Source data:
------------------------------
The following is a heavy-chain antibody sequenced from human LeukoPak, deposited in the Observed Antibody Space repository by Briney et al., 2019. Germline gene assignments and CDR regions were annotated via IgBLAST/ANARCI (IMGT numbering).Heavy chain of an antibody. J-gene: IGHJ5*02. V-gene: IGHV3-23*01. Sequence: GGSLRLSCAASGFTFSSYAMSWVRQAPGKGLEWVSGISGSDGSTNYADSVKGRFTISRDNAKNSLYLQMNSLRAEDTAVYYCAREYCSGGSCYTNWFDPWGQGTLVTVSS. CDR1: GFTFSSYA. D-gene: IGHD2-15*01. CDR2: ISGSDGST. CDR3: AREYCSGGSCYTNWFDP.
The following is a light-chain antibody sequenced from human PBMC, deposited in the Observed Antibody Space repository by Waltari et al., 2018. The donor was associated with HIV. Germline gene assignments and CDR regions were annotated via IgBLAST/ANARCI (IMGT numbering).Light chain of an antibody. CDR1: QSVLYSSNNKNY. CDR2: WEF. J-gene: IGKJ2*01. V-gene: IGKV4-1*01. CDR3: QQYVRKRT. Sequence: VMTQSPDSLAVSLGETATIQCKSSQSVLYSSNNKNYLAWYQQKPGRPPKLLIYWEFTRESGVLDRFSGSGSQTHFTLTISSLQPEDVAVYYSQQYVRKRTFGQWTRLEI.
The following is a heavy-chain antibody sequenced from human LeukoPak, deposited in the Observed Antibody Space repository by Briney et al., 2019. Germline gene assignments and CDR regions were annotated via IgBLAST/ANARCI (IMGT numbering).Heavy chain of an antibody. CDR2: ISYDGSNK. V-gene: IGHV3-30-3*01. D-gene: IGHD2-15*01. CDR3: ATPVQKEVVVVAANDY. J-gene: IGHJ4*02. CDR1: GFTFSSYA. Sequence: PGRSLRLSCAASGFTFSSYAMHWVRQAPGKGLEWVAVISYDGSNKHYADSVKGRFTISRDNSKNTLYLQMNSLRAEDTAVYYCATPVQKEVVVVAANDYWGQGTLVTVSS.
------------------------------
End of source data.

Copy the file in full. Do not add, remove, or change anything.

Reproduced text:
The following is a heavy-chain antibody sequenced from human LeukoPak, deposited in the Observed Antibody Space repository by Briney et al., 2019. Germline gene assignments and CDR regions were annotated via IgBLAST/ANARCI (IMGT numbering).Heavy chain of an antibody. J-gene: IGHJ5*02. V-gene: IGHV3-23*01. Sequence: GGSLRLSCAASGFTFSSYAMSWVRQAPGKGLEWVSGISGSDGSTNYADSVKGRFTISRDNAKNSLYLQMNSLRAEDTAVYYCAREYCSGGSCYTNWFDPWGQGTLVTVSS. CDR1: GFTFSSYA. D-gene: IGHD2-15*01. CDR2: ISGSDGST. CDR3: AREYCSGGSCYTNWFDP.
The following is a light-chain antibody sequenced from human PBMC, deposited in the Observed Antibody Space repository by Waltari et al., 2018. The donor was associated with HIV. Germline gene assignments and CDR regions were annotated via IgBLAST/ANARCI (IMGT numbering).Light chain of an antibody. CDR1: QSVLYSSNNKNY. CDR2: WEF. J-gene: IGKJ2*01. V-gene: IGKV4-1*01. CDR3: QQYVRKRT. Sequence: VMTQSPDSLAVSLGETATIQCKSSQSVLYSSNNKNYLAWYQQKPGRPPKLLIYWEFTRESGVLDRFSGSGSQTHFTLTISSLQPEDVAVYYSQQYVRKRTFGQWTRLEI.
The following is a heavy-chain antibody sequenced from human LeukoPak, deposited in the Observed Antibody Space repository by Briney et al., 2019. Germline gene assignments and CDR regions were annotated via IgBLAST/ANARCI (IMGT numbering).Heavy chain of an antibody. CDR2: ISYDGSNK. V-gene: IGHV3-30-3*01. D-gene: IGHD2-15*01. CDR3: ATPVQKEVVVVAANDY. J-gene: IGHJ4*02. CDR1: GFTFSSYA. Sequence: PGRSLRLSCAASGFTFSSYAMHWVRQAPGKGLEWVAVISYDGSNKHYADSVKGRFTISRDNSKNTLYLQMNSLRAEDTAVYYCATPVQKEVVVVAANDYWGQGTLVTVSS.